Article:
Berlin has its own feel. Its standout feature is its cafes and bars which cover every kind of clientelle. These, along with a mix of modern and old buildings set the scene for what has mostly been a live and let live city - a liberal place with a lifestyle to match.
The Chaos Computer Club lives here and every year just after Christmas they have a congress. And they're big! ... both the congress and the club, which has many chapters throughout Germany.
Maybe you heard about the club at the time of someone called Pengo, who with a group of others hacked into various US gov computers. A fellow called Clifford Stoll wrote a book about it called The Cuckoo's Egg where he was the hero and the nasty hackers got theirs. The nasty hackers were selling information to the KGB however which did put them in the Black Hat brigade.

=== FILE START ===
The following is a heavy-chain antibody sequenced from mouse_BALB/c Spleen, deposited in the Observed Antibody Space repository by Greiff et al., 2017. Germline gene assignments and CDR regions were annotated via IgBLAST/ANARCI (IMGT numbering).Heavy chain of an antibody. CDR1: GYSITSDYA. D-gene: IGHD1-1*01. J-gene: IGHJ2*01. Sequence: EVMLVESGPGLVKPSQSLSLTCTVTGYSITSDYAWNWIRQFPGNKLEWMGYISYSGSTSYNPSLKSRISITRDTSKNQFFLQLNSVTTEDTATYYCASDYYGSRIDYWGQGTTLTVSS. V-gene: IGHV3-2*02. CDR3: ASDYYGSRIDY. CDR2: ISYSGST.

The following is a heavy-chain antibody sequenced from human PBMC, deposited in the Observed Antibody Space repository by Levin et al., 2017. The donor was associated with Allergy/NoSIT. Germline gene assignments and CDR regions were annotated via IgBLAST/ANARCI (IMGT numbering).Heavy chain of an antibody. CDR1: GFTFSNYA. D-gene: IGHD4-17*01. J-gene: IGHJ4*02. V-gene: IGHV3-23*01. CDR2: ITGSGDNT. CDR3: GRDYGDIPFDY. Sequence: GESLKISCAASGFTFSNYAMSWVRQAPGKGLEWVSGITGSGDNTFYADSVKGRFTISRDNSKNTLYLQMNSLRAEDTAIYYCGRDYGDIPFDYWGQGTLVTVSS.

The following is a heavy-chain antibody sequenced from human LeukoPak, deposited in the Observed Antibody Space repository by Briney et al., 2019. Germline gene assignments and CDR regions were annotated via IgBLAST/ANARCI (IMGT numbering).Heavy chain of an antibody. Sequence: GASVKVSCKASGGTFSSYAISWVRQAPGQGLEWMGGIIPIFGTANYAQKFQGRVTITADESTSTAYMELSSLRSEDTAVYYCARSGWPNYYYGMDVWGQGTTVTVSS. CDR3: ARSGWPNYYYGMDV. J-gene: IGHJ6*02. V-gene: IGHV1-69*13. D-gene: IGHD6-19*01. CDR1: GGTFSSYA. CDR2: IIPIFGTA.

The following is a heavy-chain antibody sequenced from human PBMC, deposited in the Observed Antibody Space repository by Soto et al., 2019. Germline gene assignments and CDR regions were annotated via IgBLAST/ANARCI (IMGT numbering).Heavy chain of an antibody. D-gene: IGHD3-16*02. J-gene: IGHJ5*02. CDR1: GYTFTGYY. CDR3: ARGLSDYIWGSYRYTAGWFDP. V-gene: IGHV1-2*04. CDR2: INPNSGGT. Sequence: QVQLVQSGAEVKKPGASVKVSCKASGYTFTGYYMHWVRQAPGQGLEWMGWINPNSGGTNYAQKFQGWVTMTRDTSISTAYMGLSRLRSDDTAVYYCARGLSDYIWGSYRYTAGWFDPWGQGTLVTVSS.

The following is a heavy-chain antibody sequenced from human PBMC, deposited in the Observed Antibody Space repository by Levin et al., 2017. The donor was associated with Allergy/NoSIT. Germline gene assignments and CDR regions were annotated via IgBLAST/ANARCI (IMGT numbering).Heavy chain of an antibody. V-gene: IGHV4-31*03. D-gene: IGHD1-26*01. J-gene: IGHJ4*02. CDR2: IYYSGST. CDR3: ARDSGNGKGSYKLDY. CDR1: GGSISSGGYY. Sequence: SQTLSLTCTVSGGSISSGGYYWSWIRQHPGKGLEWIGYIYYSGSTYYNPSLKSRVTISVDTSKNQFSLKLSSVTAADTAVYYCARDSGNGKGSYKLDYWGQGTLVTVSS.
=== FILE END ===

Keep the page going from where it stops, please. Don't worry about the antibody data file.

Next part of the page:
The slogan then was Information Wants To Be Free! It still does. Is it OK for governments and companies to collect huge amounts of data about you, and then they own it? Is it OK that it might well be a crime for you to try and see it? Is it OK that people who can't see this is a problem actually get to vote?
Is your blood up yet? heh heh, anyway, this is serious business and the three days of talks and workshops reflect this. The first day is kicked off by John Perry Barlow of EFF and Greatful Dead fame. Mstation missed this but we presume his talent for making reasonably simple things sound like 4th year philosophy class continues.